• Problem is, Donald, many of these “kids” are playing video games in Mom’s basement well into adulthood. That’s the big difference between and when we were growing up. Whatever flaws my parents may have had, the understood that making living at home as a young an attractive option was not a good one. I couldn’t wait to get the hell out of the house. Which was a big reason why I joined the Navy right after high school.

    C’mon Greg. You are treating suburban practices adhered to ca. 1975 as if they were universal norms over time, space, and social strata. The evolution of housing costs, the distribution of earnings over age cohorts, and the physical vigor of the parents all influence people’s propensity to live at home, as do shifts in the manner in which different generations tend to interact and the precise emotional dynamics and physical properties of given domestic situations. My grandmother lived at home until she was 29, and not because she was in the least puerile. A friend of mine married an Australian bloke in 1984 and spent a number of years living there. It was quite unremarkable in that time and place for bachelor sons to live with their mothers. As long as the young are earning a living best they can, share in household chores, contribute to the mortgage and maintenance expenses to their ability, and avoid assaulting moral norms or sensibilities (by being blotto in front of their mother or fornicating the bedrooms of her house), you can be laconic about their living arrangements. The U.S. Navy currently has about 350,000 personnel. That amounts to about 17% of a single male cohort. It is not a solution for aught but a few.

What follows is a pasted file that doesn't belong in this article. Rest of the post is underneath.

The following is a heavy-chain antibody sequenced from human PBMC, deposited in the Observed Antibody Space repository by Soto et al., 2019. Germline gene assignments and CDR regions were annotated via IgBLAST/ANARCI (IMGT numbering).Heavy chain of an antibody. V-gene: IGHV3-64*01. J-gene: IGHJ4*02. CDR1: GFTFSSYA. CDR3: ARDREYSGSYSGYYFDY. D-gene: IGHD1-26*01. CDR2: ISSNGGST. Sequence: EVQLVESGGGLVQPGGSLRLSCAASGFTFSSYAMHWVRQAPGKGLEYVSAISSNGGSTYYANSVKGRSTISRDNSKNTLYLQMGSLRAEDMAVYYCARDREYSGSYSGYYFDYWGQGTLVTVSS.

• True Greg. One of my friends came home from high school graduation and found his dad outside with his bags packed. He had been something of a hell raiser in high school, and I think both he and his father were ready to no longer live under the same roof. His dad told him he would drive him wherever he wanted to go, and he chose the Air Force recruiting office.

    Prolonged adolescence is a problem, although I think as the economy worsens, and I very much fear it will, I think sponging off Mom or Dad or both will become a less viable option as the parents increasingly have a hard time making ends meet.